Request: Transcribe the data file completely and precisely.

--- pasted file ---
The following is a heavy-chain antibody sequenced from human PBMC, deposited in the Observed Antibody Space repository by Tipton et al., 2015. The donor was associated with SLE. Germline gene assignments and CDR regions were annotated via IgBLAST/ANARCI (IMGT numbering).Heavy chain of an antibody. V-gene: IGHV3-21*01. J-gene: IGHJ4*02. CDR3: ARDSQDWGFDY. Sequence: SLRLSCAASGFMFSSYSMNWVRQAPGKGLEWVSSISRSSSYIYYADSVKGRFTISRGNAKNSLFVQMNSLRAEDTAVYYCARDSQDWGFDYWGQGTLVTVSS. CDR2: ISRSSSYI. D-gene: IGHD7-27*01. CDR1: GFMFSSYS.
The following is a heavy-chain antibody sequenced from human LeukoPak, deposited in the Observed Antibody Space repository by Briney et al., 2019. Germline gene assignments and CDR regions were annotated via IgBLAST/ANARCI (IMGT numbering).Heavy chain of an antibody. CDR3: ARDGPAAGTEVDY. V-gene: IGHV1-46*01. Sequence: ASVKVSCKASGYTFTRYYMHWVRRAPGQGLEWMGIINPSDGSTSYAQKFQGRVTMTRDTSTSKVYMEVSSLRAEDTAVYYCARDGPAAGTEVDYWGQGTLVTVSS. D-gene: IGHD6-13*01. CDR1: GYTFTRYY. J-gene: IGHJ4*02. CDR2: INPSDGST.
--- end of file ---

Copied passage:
The following is a heavy-chain antibody sequenced from human PBMC, deposited in the Observed Antibody Space repository by Tipton et al., 2015. The donor was associated with SLE. Germline gene assignments and CDR regions were annotated via IgBLAST/ANARCI (IMGT numbering).Heavy chain of an antibody. V-gene: IGHV3-21*01. J-gene: IGHJ4*02. CDR3: ARDSQDWGFDY. Sequence: SLRLSCAASGFMFSSYSMNWVRQAPGKGLEWVSSISRSSSYIYYADSVKGRFTISRGNAKNSLFVQMNSLRAEDTAVYYCARDSQDWGFDYWGQGTLVTVSS. CDR2: ISRSSSYI. D-gene: IGHD7-27*01. CDR1: GFMFSSYS.
The following is a heavy-chain antibody sequenced from human LeukoPak, deposited in the Observed Antibody Space repository by Briney et al., 2019. Germline gene assignments and CDR regions were annotated via IgBLAST/ANARCI (IMGT numbering).Heavy chain of an antibody. CDR3: ARDGPAAGTEVDY. V-gene: IGHV1-46*01. Sequence: ASVKVSCKASGYTFTRYYMHWVRRAPGQGLEWMGIINPSDGSTSYAQKFQGRVTMTRDTSTSKVYMEVSSLRAEDTAVYYCARDGPAAGTEVDYWGQGTLVTVSS. D-gene: IGHD6-13*01. CDR1: GYTFTRYY. J-gene: IGHJ4*02. CDR2: INPSDGST.